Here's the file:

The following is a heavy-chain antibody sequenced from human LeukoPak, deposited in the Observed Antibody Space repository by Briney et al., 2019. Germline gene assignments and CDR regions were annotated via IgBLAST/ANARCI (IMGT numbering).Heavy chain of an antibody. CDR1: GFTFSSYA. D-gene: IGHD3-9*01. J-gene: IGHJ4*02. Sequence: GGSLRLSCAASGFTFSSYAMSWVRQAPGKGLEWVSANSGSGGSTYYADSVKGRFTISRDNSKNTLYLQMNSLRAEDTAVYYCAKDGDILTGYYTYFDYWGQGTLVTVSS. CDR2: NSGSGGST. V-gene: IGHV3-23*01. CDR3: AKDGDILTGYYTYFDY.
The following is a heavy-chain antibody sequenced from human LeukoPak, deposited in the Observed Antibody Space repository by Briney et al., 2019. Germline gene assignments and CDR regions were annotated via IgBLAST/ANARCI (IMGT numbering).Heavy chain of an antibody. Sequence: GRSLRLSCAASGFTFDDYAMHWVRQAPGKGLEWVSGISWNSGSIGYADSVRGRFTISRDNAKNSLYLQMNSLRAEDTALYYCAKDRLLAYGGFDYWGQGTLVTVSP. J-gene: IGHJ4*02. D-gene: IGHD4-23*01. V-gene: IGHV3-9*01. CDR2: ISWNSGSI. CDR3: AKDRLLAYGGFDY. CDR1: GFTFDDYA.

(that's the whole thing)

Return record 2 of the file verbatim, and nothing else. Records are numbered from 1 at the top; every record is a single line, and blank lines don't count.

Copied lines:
The following is a heavy-chain antibody sequenced from human LeukoPak, deposited in the Observed Antibody Space repository by Briney et al., 2019. Germline gene assignments and CDR regions were annotated via IgBLAST/ANARCI (IMGT numbering).Heavy chain of an antibody. Sequence: GRSLRLSCAASGFTFDDYAMHWVRQAPGKGLEWVSGISWNSGSIGYADSVRGRFTISRDNAKNSLYLQMNSLRAEDTALYYCAKDRLLAYGGFDYWGQGTLVTVSP. J-gene: IGHJ4*02. D-gene: IGHD4-23*01. V-gene: IGHV3-9*01. CDR2: ISWNSGSI. CDR3: AKDRLLAYGGFDY. CDR1: GFTFDDYA.